Swiss immigration: recent developments and outlook 2018
Looking back at 2017 and forward to 2018, I offer an overview of the latest developments and outline some recommendations for navigating Switzerland’s immigration laws and admission practice. It’s clear employers will have to review recruitment processes before the ‘Stop Mass Immigration’ plan takes effect in July 2018.
The Swiss Federal Council increased the number of work permits for 2018 – ending 2017 on a positive note. Still, next year promises to be a challenging one for recruiters and foreign workers.
We can expect the implementation of new legislation arising from the ‘Stop Mass Immigration’ initiative by mid-2018. Aimed at reducing the number of EU nationals in the workforce, the legislation brings considerable legal uncertainty and may place a huge strain on employers. Read on to find out what you can expect regarding immigration in 2018 and get a brief review of 2017.
Immigration Outlook 2018
Let’s start by looking at the developments you need pay attention to in 2018.
1. Increase to 8,000 permits for non-EU nationals and EU nationals on assignment in 2018
What it means:
Quotas non-EU nationals (on local contracts and on assignments)
- Increase to 8,000 permits for non-EU nationals (3,500 residence B permits; 4,500 to short-term L permits).
- The quotas will be released on 1 January 2018.
- Each canton receives a quota according to its estimated needs (2,000 L permits; 1,250 B permits).
- The federal migration authority may assign quotas from the federal reserve on request of the cantons (2,500 L permits and 2’250 B permits) if necessary.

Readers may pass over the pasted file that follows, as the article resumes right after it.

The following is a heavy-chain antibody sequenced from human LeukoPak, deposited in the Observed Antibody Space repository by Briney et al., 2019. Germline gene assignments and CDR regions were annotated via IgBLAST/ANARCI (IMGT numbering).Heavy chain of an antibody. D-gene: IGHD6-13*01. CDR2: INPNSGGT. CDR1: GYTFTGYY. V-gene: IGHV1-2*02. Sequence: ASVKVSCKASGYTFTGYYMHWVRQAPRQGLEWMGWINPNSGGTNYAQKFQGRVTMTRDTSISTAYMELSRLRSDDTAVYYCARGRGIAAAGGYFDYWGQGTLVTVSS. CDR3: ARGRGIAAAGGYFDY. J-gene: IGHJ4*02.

Quotas EU nationals on assignment
- Increase of quota for EU nationals to a total of 3,500 (500 residence permits and 3,000 to short-term L permits)
- The quotas will be released on a quarterly basis on 1 January 2018, 1 April 2018, 1 July 2018 and 1 October 2018.
What you need to do:
Overall, the quota situation in 2018 looks slightly better compared to the past couple of years. Nonetheless, it’s highly likely the EU nationals quotas will be exhausted before a quarter’s end – in the past, the quotas were often already depleted two weeks into a new quarter. This means that individuals with applications still pending at the quarter’s end aren’t entitled to take up work and must await the release of the next quota-portion – or even refile their application.
You can avoid delays. Be sure to:
- Plan ahead when setting up assignments to Switzerland or staffing projects. Note that the quota for EU nationals may be met early in the quarter.
- When possible, use a starting date at the beginning of a quarter for work permits as applications are treated ‘first received, first processed’.
2. ‘Stop Mass Immigration’ initiative
What you need to know:
Many employers will have to reconsider their recruitment processes – at the latest – by July 2018 when the ‘Stop Mass Immigration’ initiative is implemented.
The new legislation foresees the following elements:
- Employer’s obligation to register job vacancies with the local unemployment office (RAV)
- All professions suffering from an outstanding nationwide unemployment rate (first of at least 8%) are subject to such registration
- The employer must involve RAV regarding the suggestion of candidates, review of candidate profiles and response to RAV. etc.
During this process, the law bans employers from publishing a job advertisement for several days
- The employer may only continue with its “usual” recruiting process – such as publishing job ads – only if no suitable job applicant is found via the RAV
What you need to do:
The scope of affected professions is rather broad and uncertain. Nevertheless, compliance is crucial as violators may face fines of up to CHF 40,000 per case.
To avoid such fines, employers will have to reassess the recruitment processes and decide whether they:
- will notify the RAV as a default step in the recruiting process;
- assess the necessity to notify the RAV in each individual case (e.g. Does the job vacancy match one of the professions with an unemployment rate of at least 8%?).